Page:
May 27, 2006

Severe Drought Traced Along Colorado River

Analysis of tree rings from 1490 to 1997 shows that dry spells are a 'defining feature.' It raises questions about growth in the region.

By Bettina Boxall, Staff Writer
Los Angeles Times

A new study of tree ring records in the Colorado River basin reaffirms that one of the West's most important water sources is no stranger to severe drought.

Analyzing tree cores that reflect how wet or dry the climate was, scientists reconstructed the Colorado River's flow from 1490 to 1997. During that period, they found evidence of as many as eight severe droughts that lasted five consecutive years.

In a dry spell from 1844 through 1848, the average Colorado flow was even less than during the drought that gripped the basin recently and left some of its biggest reservoirs half empty.

The recent drought "is not without precedence," researchers wrote. "Overall these analyses demonstrate that severe, sustained droughts are a defining feature" of the Upper Colorado, which supplies most of the river's water.

The study echoes other research showing that, when the Colorado water was divided among seven Western states in 1922, it was an unusually wet period, resulting in overly optimistic water allocations.

"There's not a limitless amount of water for growth in the Southwest," said David Meko, study coauthor and an associate research professor at the University of Arizona Laboratory of Tree-Ring Research. "If everybody uses what they're entitled to, there's a shortage. On top of this, we have these climatic episodes."

Meko and coauthors Connie Woodhouse of the National Climatic Data Center and Stephen Gray of the U.S. Geological Survey Desert Laboratory concluded: "The long-term perspective provided by tree ring reconstructions points to looming conflict between water demand and supply."

About 1,400 miles long, the Colorado supplies water to 25 million people and several million acres of farmland from Denver to Southern California.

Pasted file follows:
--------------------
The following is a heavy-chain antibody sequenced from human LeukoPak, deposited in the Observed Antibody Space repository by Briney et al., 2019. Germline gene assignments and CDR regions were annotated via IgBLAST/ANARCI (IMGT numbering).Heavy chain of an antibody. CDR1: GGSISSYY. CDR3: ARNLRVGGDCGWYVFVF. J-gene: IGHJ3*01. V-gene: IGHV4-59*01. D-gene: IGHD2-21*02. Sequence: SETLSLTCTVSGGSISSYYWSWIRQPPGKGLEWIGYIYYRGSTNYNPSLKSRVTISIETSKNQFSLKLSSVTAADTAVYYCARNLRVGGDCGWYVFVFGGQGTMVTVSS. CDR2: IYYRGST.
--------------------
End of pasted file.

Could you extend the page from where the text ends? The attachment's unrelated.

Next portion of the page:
The basin drought that began in 2000 — the driest since record keeping began in 1906 — has eased somewhat. But Lake Powell and Lake Mead, the river's two major reservoirs that supply Arizona, Las Vegas and the Los Angeles region, remain low.

Powell is 49% full and Mead is at 56% capacity. Moreover, last year's bountiful flows into Powell from the upper basin are expected to fall below normal again this year.

Federal water managers are drawing up guidelines that would determine how a shortage would be handled if one were officially declared on the river, which is governed by complex water laws involving the states and the federal government.

In the meantime, the states have recommended some changes in how Powell and Mead are operated. And they want to explore ways of boosting the river's flow — for instance, through cloud seeding that would increase snowfall in mountains that drain into the basin.

The tree ring study, published in the May issue of Water Resources Research, built on a similar 1976 effort. That earlier study found the highest sustained flows over a more than 400-year period, from 1520 to 1961, occurred in the early 1900s, when farmers were pouring into the region and states were dividing up the Colorado's liquid riches.

The 1976 tree ring study also detected a drought that persisted for about 20 years in the late 1500s.

The new research relies on different ring samples, drawn from both living trees and dead ones, as well as data from the past three decades.

Of the eight droughts the study chronicled since the Columbus era, one was worse than the recent drought. Researchers said two, in the early 1500s and early 1600s, have a 25% chance of being as severe. The others have a 10% chance of being drier than 1999-2004.

The reconstruction also found that below-average flows lasted for longer periods, in one case, 11 consecutive years.

In one bit of good news, the researchers concluded the Colorado's average annual long-term flows are not as low as estimated in the 1976 study.

That research suggested an average flow of 13.5 million acre-feet a year, compared to the new estimate of 14.6 million. (An acre foot is enough to supply two Southern California families for a year.)

Still, that is less water than has been legally allocated to the states and Mexico.

Eric Kuhn, general manager of the Colorado River Water Conservation District in Colorado, said politicians are still relying too much on the unusually wet records of the 1900s in shaping water policy.

"The study gives you a good indication that the past wasn't exactly like the 1900s, and they ought to be very, very cautious" in predicting future water levels, Kuhn said.